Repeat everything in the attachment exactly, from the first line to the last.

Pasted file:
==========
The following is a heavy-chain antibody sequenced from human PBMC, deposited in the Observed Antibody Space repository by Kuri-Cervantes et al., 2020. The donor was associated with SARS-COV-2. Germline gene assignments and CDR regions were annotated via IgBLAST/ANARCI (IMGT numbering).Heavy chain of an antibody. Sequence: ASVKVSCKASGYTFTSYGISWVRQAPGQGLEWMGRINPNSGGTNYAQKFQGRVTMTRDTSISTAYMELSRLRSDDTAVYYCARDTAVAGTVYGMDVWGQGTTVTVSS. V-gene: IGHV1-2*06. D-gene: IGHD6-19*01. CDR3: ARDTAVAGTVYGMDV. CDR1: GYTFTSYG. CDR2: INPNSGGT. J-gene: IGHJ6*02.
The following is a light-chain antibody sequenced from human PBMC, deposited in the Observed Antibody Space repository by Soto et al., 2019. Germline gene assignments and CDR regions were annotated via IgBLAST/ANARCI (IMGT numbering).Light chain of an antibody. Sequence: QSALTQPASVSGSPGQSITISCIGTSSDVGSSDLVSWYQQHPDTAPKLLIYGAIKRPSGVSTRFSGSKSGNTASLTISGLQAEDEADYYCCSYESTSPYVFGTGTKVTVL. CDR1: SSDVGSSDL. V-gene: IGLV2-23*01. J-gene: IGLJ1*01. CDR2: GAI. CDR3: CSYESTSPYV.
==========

The following is a heavy-chain antibody sequenced from human PBMC, deposited in the Observed Antibody Space repository by Kuri-Cervantes et al., 2020. The donor was associated with SARS-COV-2. Germline gene assignments and CDR regions were annotated via IgBLAST/ANARCI (IMGT numbering).Heavy chain of an antibody. Sequence: ASVKVSCKASGYTFTSYGISWVRQAPGQGLEWMGRINPNSGGTNYAQKFQGRVTMTRDTSISTAYMELSRLRSDDTAVYYCARDTAVAGTVYGMDVWGQGTTVTVSS. V-gene: IGHV1-2*06. D-gene: IGHD6-19*01. CDR3: ARDTAVAGTVYGMDV. CDR1: GYTFTSYG. CDR2: INPNSGGT. J-gene: IGHJ6*02.
The following is a light-chain antibody sequenced from human PBMC, deposited in the Observed Antibody Space repository by Soto et al., 2019. Germline gene assignments and CDR regions were annotated via IgBLAST/ANARCI (IMGT numbering).Light chain of an antibody. Sequence: QSALTQPASVSGSPGQSITISCIGTSSDVGSSDLVSWYQQHPDTAPKLLIYGAIKRPSGVSTRFSGSKSGNTASLTISGLQAEDEADYYCCSYESTSPYVFGTGTKVTVL. CDR1: SSDVGSSDL. V-gene: IGLV2-23*01. J-gene: IGLJ1*01. CDR2: GAI. CDR3: CSYESTSPYV.